Military Vet Beats Out Educator for Empty School Board Seat

In a session addressing everything from board vacancies to the emotional well-being of students, the River Edge School Board recently convened to grapple with issues impacting the district. Of significance, the board appointed Al Jing Solomon, an experienced military veteran and fintech product manager, to a vacant seat.

Solomon’s appointment, effective until the end of December 2023, comes after deliberation between two candidates: Solomon and Tammy Lennyhan, an 18-year business veteran and educator. During his interview, Solomon emphasized the importance of serving the children in the community and stressed the need for teamwork and communication. He cited rising costs and space deficits as significant challenges facing the district.

The board didn’t just focus on the vacant seat. A presentation on New Jersey ACCESS tests, assessing English language proficiency, brought encouraging news: 23% of students had scored high enough to exit the English as a Second Language (ESL) program. The board highlighted a more inclusive nomenclature, referring to English language learners as “multilingual learners” to emphasize their skills rather than deficits.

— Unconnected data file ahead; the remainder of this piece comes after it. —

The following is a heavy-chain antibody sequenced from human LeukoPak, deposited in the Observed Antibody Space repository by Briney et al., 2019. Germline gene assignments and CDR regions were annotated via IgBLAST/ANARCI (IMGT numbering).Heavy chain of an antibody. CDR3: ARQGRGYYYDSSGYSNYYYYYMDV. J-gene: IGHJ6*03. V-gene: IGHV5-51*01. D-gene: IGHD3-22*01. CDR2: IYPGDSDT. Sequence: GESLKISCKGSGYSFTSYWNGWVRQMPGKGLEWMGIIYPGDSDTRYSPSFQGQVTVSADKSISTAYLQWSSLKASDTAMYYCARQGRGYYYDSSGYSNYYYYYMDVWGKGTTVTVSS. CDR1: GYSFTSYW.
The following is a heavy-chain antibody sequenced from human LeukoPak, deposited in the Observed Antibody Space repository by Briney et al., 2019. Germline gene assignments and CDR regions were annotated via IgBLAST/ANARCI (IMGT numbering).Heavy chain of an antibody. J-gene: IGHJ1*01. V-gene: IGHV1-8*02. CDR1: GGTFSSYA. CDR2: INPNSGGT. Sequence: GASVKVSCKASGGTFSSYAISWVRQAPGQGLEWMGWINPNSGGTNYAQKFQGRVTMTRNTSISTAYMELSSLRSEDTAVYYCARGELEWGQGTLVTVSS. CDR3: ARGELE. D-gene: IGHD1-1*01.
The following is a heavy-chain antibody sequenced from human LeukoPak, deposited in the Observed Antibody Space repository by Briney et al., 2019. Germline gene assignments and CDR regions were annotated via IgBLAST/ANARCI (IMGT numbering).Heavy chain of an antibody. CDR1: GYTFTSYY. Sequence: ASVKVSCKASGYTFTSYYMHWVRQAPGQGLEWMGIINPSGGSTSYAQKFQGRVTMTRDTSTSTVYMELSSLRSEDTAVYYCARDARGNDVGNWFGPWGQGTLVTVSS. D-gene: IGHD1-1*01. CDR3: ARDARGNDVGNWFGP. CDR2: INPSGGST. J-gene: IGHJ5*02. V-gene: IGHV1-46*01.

Similarly, Region 5, of which River Edge is a part, is being rebranded for enhanced coordination in special education. This includes the implementation of a tiered system of support and services for students and increasing the number of Board Certified Behavior Analysts.

Furthering the theme of educational inclusivity, the board discussed a new pilot program aiming to reduce diagnosis waiting times for conditions like autism and ADHD. By allowing local pediatricians to diagnose these conditions, the board aims to expedite intervention services for affected students. In a related area, discussions included the collaboration with Ramapo College for a Teacher Education Archway Residency Program. With seven student teachers joining the district, the move is likely to address staffing needs, particularly in specialized services.

In terms of operational management, a report from Bernardo of Region 5 highlighted the cost-saving benefits of shared transportation services, which serve over 500 students among member districts. A newly implemented internet-based system for real-time tracking of student routes aims to streamline this further. Additionally, the board announced fines for non-performance issues like lateness, totaling $28,000 last year but also noted a decrease in transportation-related complaints.

A public comment section featured resident Margaret Burns questioning the board’s recent decision to reconfigure schools without a public referendum. Burns raised concerns about the potential rise in insurance and other costs.

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